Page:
Baked Doughnuts-Fit for a Parade

DSCN1467Ahh, doughnuts.  Few treats get children so excited!  I’m personally not a fan of deep fat frying.  My body doesn’t react well to the smell and when I eat it much my stomach feels unsettled.  That, and my hips and thighs swell in a strange sort of allergic reaction.  At any rate, when I’m the cook at the wheel, I prefer this healthier recipe for baked doughnuts.  If you want to, have your little chefs assist you through the entire recipe.  It’s not too difficult, and those little hands always get a kick out of kneading and rolling.  Observing first hand the effect of yeast is a science project in itself.  And since these are baked, not fried, they’re not only healthier, but you also have a little less to worry about in the burn department.  As another option, you can have the doughnuts ready, and just let the children help with the topping.  Either way, this cooking activity is sure to excite your little ones as they personalize each doughnut.  Turn it into a literacy activity by reading a good book like The Great Doughnut Parade beforehand, or while the dough rises!

Here’s the to-do and to-what list:

2 pkgs (or 2 Tbsp) dry yeast

1/2 cup warm water

1 1/2 cups milk

1/3 cup vegetable shortening, margarine, or butter

1/4-2/3 cups sugar (depending on how sugar-free you’re trying to be)

2 tsp salt

1/4 tsp nutmeg

1/2 tsp cinnamon

1 tsp vanilla

2 eggs, lightly beaten

4 1/2 cups all-purpose flour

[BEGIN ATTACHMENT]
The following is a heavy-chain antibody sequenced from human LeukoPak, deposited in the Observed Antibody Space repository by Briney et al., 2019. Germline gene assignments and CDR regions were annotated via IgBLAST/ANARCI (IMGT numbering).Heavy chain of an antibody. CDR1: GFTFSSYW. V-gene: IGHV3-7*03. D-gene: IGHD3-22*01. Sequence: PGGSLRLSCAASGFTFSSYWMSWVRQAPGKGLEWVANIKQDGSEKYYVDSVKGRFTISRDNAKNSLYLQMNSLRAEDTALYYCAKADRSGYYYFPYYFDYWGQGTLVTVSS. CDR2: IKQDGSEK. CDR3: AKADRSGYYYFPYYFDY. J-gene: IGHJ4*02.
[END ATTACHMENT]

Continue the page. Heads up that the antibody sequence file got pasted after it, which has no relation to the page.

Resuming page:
Toppings (melted butter, cinnamon sugar, sprinkles, powdered sugar glaze, etc.)

Mix half of the flour, the yeast, sugar, salt, nutmeg, and cinnamon.

Melt the shortening in the water (but don’t get it too hot).  Add the water, milk, vanilla, and eggs to the dry mixture and mix well.  Slowly add in the remaining flour until you have a soft dough.  Turn onto a flour dusted surface and knead just a few times.  Place in an oiled bowl and cover with a towel.  Let it rise in a warm (not hot) place for 30-60 minutes or until doubled in size.  (I find that if I turn my oven on at 200 degrees for about 1 -2 minutes, then turn it off, it makes a perfect warm spot to speed up the rising time.) 

Punch down the dough and turn it onto floured dusted counter again.  Roll out about 1/2 inch thick.  Cut out the doughnuts and place them on a greased cookie sheet, about 1 inch apart.  Allow to rise for about 20 minutes while your oven preheats to 450 degrees.  Bake about 10 minutes, but watch them closely because all ovens cook a little bit differently, and at 450 degrees a little extra time makes a big difference!  When they are just a bit golden, remove from the oven.

Give each child a doughnut to first “paint” with a pastry brush and melted butter, or powdered sugar glaze (mix powdered sugar and milk until it is about the consistency of Elmer’s glue).  Then they can either shake on sprinkles, dip in cinnamon sugar, or top in whatever other way you can imagine!  Serve while still warm!  Then maybe you can have a doughnut parade of your own!

**Don’t be afraid of yeast bread recipes.  As I mentioned before, it is a great science experience and it doesn’t have to be complicated.  I prefer SAF yeast.  You add it directly to your dry ingredients, and don’t have to mess with the whole warm water and sugar concoction.  Give it a shot!


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Filed under book activity, Building Readers, language activity, Learning through Play and Experience, math activity, Recipes - Edible, science activity

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